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Why was USA involved in Vietnam War?

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Why did the USA become involved in the conflict in Vietnam? Vietnam was a country 9000 miles away from the United States. Yet America felt that its national interest was threatened sufficiently to fight a war there. The explanation lies in the policy of "Containment", which aim was to prevent the spread of Communism in South East Asia. The communist take-over of China in 1949, the Korean War and the communist victory over the French in Vietnam 1950-1953, all led many Americans to fear that other countries will fall into communism like tumbling dominoes. Therefore, in 1950's USA became involved in Vietnam War starting with just a financial support from 1949, ending with military involvement in 1965. The US government believed that by helping the South Vietnamese government to resist the attacks of the communist North they were helping to prevent the spread of communism throughout the world. 1949 was bad years for USA in the Cold War, not only did USSR explode its own atom bomb, which meant that USA was no longer the only nuclear power, but also China became communist. ...read more.


Ngo ruled as a dictator along with his brother - Nhu. Their government was corrupt and brutal but it was also backed by America. In 1960 The National Liberation Front was set up in South Vietnam. It aimed to overthrow Diem, get rid of the Americans and reunite North and South Vietnam. In the same year John F. Kennedy became the President of the USA. He increased the number of military advisors from 100 to 1600 by 1963. He also helped to equip the South Vietnamese Army. In 1961 The US spent nearly $270 million in military support for Diem. At the same year J.F. Kennedy was assassinated and Lyndon Johnson became the new president of USA. Diem's unpopularity was so great that in November 1963, the South Vietnamese Army overthrew and killed him. The confusion at a political level in South Vietnam and the abuse of peasant's rights within the agricultural community were two reasons for the spread of communism within the south. Such a development alarmed the American President, Lyndon Johnson, who had asked his military chiefs to formulate plans with a full-scale war break out. ...read more.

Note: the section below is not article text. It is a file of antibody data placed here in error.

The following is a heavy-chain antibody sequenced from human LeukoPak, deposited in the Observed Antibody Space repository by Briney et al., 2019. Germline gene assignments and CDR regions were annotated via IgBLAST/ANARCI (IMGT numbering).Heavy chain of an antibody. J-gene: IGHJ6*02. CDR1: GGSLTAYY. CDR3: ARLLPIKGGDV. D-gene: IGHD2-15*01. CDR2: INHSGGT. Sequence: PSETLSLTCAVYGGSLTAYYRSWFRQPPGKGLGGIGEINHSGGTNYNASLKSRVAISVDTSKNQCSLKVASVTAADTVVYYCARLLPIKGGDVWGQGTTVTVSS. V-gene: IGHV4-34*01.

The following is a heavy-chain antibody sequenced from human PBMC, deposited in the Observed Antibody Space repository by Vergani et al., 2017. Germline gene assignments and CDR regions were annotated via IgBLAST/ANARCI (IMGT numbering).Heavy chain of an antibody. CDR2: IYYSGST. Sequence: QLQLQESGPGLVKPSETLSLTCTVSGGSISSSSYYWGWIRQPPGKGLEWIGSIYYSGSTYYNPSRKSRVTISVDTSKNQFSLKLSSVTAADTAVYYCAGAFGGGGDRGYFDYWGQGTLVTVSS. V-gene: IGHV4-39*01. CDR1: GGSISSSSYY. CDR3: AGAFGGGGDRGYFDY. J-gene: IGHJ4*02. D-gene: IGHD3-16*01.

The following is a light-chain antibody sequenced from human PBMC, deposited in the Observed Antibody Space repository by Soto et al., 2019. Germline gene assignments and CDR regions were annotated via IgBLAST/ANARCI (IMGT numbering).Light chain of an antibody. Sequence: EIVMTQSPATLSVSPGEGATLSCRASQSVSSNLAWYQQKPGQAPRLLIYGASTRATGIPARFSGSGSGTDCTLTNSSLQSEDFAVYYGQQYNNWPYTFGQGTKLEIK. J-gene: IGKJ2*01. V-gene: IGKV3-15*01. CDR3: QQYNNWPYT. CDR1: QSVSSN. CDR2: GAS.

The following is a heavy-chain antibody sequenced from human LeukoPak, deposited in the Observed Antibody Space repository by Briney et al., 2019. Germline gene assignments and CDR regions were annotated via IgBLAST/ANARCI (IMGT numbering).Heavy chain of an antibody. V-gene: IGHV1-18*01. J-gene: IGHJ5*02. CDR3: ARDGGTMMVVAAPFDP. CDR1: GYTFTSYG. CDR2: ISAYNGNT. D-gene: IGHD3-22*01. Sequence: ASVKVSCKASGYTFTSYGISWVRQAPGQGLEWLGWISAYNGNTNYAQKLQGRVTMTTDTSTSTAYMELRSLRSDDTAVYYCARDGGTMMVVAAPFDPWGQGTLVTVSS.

This was a theory of the countries falling into communism, like countries in East Europe and Soviet Union. As a cause of this fear, the "Truman Doctrine" was declared when Truman was elected as new president of USA. The Doctrine justified any US intervention in other countries, if they are seen as oppressed and in need for rescue. USA saw Asian countries under the threat of communism and was keen to help them. They also saw Ho Chi Minh as a victim of Mao Tse Tung, which influenced North Vietnamese leader to become a follower of communism. Yet, that was a wrong assumption. The US involvement in Vietnam was guided by the idea that Vietnamese need to be saved from communism. Throughout the years, the US involvement was escalating, since it started with purely financial support, which in 1954 changed as US sent 'political advisors' and in the end US got involved with military force. Not only that USA failed to stop the spread the communism, which was the reason for getting involved in Vietnam, but it also brought them economic problems, loss of lives, negative reactions from its own people and a defeat in a country miles away from USA. ...read more.

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